Worst time for EE to tell Carphone Warehouse : We need to talk

Marc Sidwell
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A SWORD of Damocles is suddenly hanging over the head of Carphone Warehouse. The ancient original was suspended by a single hair over a golden throne, a warning of the fragility of life at the top. Carphone Warehouse’s founder Sir Charles Dunstone, who still holds a 23.5 per cent stake, now finds himself looking up at his firm’s modern equivalent – the prospect of EE breaking up with the chain.

The timing could hardly be worse. The long-touted £3.6bn Carphone Warehouse-Dixons merger finally looks on track, only waiting for the shareholders to vote on the proposals in July. Yet within weeks the UK’s biggest mobile operator could up sticks from Carphone Warehouse, running the risk of bringing on an attack of cold feet. Investors are already jittery – stocks fell in both companies immediately after the merger was announced, before recovering again.

While Carphone Warehouse’s fate doesn’t hang by a single thread – its deals with Vodafone and O2 would remain unscathed – EE is a large prize to lose at such a sensitive point. And it is an unwelcome reminder that mobile firms are increasingly interested in rethinking their relationships with third parties in favour of direct sales.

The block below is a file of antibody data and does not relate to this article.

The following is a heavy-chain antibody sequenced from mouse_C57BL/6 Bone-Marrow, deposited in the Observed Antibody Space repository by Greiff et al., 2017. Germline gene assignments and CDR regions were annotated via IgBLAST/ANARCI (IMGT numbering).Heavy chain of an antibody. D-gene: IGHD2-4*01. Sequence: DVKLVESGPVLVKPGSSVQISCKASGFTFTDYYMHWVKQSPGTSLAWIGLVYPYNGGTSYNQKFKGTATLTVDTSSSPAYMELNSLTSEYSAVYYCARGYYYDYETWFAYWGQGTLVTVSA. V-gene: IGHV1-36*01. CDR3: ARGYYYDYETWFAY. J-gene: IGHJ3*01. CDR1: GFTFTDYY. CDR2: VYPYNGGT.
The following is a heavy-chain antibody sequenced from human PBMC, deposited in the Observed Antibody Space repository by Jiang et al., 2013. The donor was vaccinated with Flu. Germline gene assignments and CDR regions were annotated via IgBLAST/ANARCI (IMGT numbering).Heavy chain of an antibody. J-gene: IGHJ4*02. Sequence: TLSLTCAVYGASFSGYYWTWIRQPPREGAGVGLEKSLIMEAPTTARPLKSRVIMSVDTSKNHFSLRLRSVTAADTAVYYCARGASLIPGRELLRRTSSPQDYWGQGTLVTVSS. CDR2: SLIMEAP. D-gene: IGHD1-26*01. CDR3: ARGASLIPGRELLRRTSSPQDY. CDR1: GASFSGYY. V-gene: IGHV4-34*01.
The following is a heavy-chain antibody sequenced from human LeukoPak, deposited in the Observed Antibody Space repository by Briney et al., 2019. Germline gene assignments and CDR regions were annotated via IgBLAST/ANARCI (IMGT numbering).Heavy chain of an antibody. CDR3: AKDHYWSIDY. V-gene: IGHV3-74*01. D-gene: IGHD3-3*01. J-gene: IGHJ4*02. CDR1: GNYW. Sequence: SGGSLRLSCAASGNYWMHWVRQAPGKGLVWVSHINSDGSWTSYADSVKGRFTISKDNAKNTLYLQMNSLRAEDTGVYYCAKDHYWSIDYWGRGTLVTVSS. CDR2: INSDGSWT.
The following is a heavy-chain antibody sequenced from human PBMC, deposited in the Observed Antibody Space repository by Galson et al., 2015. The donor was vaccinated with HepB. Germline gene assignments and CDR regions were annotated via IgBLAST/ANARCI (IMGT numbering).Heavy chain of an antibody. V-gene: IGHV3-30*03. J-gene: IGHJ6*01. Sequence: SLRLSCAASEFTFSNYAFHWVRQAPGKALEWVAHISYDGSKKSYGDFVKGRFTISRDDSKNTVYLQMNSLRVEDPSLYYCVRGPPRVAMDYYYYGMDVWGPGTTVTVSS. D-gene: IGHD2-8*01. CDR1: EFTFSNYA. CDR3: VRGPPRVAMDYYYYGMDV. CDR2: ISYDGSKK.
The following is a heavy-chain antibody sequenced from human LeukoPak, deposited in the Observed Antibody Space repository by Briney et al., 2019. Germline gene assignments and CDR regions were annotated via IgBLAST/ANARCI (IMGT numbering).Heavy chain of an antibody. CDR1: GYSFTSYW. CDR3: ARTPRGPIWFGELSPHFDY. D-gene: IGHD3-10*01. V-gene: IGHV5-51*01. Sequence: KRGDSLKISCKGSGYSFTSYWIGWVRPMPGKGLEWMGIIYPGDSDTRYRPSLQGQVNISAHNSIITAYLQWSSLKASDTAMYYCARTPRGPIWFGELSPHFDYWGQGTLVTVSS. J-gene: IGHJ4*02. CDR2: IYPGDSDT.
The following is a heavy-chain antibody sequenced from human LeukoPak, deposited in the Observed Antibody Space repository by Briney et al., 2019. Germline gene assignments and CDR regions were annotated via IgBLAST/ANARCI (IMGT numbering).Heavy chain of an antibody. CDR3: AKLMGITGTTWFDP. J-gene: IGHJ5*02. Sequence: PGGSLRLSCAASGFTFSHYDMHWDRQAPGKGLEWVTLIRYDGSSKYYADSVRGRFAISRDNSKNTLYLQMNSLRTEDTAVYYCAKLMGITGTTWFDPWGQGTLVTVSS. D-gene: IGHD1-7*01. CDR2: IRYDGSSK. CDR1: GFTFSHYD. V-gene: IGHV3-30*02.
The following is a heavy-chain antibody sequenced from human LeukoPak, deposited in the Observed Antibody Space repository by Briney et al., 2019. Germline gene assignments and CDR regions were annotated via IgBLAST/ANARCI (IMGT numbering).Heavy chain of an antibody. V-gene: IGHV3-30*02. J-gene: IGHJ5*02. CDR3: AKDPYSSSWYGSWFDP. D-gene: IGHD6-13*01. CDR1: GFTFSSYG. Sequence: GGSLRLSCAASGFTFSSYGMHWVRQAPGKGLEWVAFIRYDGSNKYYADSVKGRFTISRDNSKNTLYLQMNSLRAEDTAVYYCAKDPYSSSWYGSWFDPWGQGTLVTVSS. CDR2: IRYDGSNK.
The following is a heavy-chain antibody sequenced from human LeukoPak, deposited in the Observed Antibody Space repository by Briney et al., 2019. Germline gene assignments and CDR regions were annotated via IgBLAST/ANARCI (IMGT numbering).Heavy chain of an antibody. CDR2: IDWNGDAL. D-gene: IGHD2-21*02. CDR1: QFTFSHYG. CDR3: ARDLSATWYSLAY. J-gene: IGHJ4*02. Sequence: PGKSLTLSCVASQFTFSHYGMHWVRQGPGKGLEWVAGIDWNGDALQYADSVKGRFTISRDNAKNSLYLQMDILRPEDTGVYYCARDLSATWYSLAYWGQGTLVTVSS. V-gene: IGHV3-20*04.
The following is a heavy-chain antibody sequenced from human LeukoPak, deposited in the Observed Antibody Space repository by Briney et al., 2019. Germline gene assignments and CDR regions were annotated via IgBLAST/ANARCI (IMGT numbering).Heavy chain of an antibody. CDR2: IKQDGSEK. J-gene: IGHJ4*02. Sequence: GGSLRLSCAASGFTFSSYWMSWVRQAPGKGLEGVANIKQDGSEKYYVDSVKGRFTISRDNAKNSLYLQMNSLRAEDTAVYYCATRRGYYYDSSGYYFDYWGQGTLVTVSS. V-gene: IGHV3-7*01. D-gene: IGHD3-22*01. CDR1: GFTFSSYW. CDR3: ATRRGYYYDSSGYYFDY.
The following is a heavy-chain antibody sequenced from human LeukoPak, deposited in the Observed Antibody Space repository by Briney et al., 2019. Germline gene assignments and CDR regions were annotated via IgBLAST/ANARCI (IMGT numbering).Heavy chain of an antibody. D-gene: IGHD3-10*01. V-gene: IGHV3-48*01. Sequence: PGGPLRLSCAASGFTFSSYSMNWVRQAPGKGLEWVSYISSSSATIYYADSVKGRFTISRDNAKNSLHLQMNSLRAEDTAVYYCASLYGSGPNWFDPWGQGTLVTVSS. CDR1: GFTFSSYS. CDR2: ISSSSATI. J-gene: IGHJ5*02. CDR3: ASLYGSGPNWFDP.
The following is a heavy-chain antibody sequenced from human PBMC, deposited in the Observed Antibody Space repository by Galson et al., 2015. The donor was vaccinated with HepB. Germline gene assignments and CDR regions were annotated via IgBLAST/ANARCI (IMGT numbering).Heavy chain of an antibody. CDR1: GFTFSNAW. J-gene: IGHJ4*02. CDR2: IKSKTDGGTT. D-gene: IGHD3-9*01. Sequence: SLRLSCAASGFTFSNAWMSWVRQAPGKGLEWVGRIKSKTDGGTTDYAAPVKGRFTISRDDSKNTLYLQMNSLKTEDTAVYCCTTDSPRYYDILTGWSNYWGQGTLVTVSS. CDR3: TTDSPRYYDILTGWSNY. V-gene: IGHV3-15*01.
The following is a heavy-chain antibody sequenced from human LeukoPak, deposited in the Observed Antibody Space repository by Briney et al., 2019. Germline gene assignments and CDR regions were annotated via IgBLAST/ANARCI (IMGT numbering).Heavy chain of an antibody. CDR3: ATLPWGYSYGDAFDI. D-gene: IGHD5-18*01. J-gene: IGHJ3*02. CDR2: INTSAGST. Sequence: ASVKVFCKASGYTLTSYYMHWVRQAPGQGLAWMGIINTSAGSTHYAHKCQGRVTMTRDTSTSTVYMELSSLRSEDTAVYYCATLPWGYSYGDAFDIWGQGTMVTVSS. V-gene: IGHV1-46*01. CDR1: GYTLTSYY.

If there is cold comfort to be taken in all this, perhaps it lies in the fact there’s nothing personal about the review – Carphone Warehouse’s rival Phones4U will also be under consideration to end its EE deal. That’s a mote of reassurance, given that there were early murmurings of Phones4U horning in on Dunstone’s firm’s nuptials with Dixons and forming a closer tie-up with the electronics retailer itself.

It is excellent news that Eric Pickles has seen the value of clearing away some of the underbrush of half-forgotten regulation standing in the way of the expansion of homesharing services like Airbnb.

Amending these rules is vital. Not only is it a step in the right direction, it is a signal that the welcome mat is out in London for the new breed of entrepreneurs using online services to liberate unutilised capital.

These services are part of one of the largest commercial innovations of our age: the world of peer to peer commerce.

Platforms are springing up to drive everything from peer to peer lending to car sharing to apartment rental. If regulators can’t figure out how their top-down methods can adapt to that new reality they are part of the problem, not the solution.

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